Bryan’s work sponsored a robot building day. The robots were theoretically programmable. (I did not get that far.)

I really wanted to go, but bringing the whole family would have been a disaster, so Bryan let me take just Heidi. He’s nice. He explained himself to his coworkers by saying I like hardware more than he does. Which is true.

I am excited for the days when my kids can more independently learn about circuits and electricity. These days it would take a lot of learning on my part to be able to teach them, and then it would take a lot of hand holding to teach them. But their day will come, especially because of Heidi’s memories of the Robot Party.

practicing with our robot

watching youtube videos on how to assemble the kit

I really tried to stress to her that we were just beginners and we were here to learn and have fun, and we really probably wouldn’t win because we were just beginners. I was really lost. I burned up my first breadboard. Bryan’s coworkers gave me a lot of help.

us winning the first competition

And then we won two or three matches. We mostly just didn’t self-destruct like the other younger kids’ robots. One drove right off the arena, one drove too near the edge and we pushed them off, another stopped functioning and we just drove to the middle (if neither robot fell off the platform, then the one closest to the center won).

our robot

My plan with the bar was to be really heavy (we were within a gram or two of the 1 kg weight limit). I also had visions of swinging that arm around and pushing the other robot right off. The visions were so epic.

That bag contains extra random hardware I found on the table to increase weight. It also was to counterbalance the bar at the front. Without it, the bot leaned too far forward and put too much weight on the corner of that box I built into the ground and I got stuck.

One of the problems the kids were having was that the code that someone wrote last year (and gave to everyone for free which was super nice because I would have been literally nowhere) made the robot go straight, or turn, or backup, until it got another command. So kids would spin and spin and spin or drive and drive and drive before they could react. My robot was heavy enough that it spun really slowly, and I could control it well.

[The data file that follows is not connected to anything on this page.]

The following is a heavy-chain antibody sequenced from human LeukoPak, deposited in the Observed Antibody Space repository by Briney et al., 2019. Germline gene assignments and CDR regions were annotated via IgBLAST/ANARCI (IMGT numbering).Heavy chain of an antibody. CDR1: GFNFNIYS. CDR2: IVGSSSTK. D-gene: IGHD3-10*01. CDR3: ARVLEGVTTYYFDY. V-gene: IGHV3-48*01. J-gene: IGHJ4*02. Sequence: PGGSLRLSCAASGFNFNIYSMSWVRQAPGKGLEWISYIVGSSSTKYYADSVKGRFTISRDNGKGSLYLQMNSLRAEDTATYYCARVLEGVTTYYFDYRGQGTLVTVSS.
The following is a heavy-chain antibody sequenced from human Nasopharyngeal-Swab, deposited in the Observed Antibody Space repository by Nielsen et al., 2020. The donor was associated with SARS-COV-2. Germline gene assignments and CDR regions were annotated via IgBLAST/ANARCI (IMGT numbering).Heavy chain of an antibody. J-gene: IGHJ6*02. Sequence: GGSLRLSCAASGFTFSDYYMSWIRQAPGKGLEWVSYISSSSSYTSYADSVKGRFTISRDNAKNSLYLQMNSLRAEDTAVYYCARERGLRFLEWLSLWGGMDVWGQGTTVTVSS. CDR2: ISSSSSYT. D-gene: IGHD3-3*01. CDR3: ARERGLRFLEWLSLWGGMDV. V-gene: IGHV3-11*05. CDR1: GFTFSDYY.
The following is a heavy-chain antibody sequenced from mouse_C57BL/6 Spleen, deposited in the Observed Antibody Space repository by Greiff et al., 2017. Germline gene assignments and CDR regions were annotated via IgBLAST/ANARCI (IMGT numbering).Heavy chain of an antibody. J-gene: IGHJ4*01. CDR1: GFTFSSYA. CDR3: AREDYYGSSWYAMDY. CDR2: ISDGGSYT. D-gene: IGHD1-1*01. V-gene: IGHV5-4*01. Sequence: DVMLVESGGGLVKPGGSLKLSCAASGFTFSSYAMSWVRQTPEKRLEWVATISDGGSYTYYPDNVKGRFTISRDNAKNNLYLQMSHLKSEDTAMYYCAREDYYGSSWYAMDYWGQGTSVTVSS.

Although, not as well as this opponent.

picture of a robot with a tv screen and speakers

I came against two grown men who brought their own components, which I didn’t know was thing. If I had known I could… I would have had no idea what to bring or what to do with it. They also were right to the weight limit although since they didn’t have lots of weight outside their wheels they could control their bot better than I could. Which was somehow routed to an xbox controller instead of their laptop.

I think my counterweight shifted and so I was getting stuck. I would just get inches away from the center and he would not give the ground back.

The worst part was something I didn’t realize at the time. The sole purpose of those speakers and screens was to reference an internet prank. You post a comment on a forum or something, with a link. When people click it, they are sent to a certain music video by Rick Astley. It’s called being rick-rolled, and you feel ridiculous when it happens to you.

Well, it happened to me.